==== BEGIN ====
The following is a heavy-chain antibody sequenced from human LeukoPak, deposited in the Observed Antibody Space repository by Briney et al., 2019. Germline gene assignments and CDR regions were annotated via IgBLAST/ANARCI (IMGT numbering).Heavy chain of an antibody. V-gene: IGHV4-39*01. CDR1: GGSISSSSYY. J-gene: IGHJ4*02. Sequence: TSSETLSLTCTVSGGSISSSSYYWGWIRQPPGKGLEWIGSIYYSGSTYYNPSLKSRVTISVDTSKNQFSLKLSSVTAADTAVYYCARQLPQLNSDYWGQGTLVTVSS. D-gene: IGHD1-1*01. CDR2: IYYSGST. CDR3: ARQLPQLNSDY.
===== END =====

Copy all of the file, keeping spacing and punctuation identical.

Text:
The following is a heavy-chain antibody sequenced from human LeukoPak, deposited in the Observed Antibody Space repository by Briney et al., 2019. Germline gene assignments and CDR regions were annotated via IgBLAST/ANARCI (IMGT numbering).Heavy chain of an antibody. V-gene: IGHV4-39*01. CDR1: GGSISSSSYY. J-gene: IGHJ4*02. Sequence: TSSETLSLTCTVSGGSISSSSYYWGWIRQPPGKGLEWIGSIYYSGSTYYNPSLKSRVTISVDTSKNQFSLKLSSVTAADTAVYYCARQLPQLNSDYWGQGTLVTVSS. D-gene: IGHD1-1*01. CDR2: IYYSGST. CDR3: ARQLPQLNSDY.